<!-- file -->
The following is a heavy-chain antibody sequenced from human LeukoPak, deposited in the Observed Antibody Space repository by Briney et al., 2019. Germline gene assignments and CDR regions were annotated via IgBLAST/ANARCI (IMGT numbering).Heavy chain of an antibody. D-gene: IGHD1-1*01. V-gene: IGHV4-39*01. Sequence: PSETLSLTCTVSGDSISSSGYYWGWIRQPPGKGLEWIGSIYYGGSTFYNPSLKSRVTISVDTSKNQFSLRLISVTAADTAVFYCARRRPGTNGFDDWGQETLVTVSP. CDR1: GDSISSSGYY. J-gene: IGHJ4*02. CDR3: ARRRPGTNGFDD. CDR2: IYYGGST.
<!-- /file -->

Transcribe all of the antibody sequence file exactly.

The following is a heavy-chain antibody sequenced from human LeukoPak, deposited in the Observed Antibody Space repository by Briney et al., 2019. Germline gene assignments and CDR regions were annotated via IgBLAST/ANARCI (IMGT numbering).Heavy chain of an antibody. D-gene: IGHD1-1*01. V-gene: IGHV4-39*01. Sequence: PSETLSLTCTVSGDSISSSGYYWGWIRQPPGKGLEWIGSIYYGGSTFYNPSLKSRVTISVDTSKNQFSLRLISVTAADTAVFYCARRRPGTNGFDDWGQETLVTVSP. CDR1: GDSISSSGYY. J-gene: IGHJ4*02. CDR3: ARRRPGTNGFDD. CDR2: IYYGGST.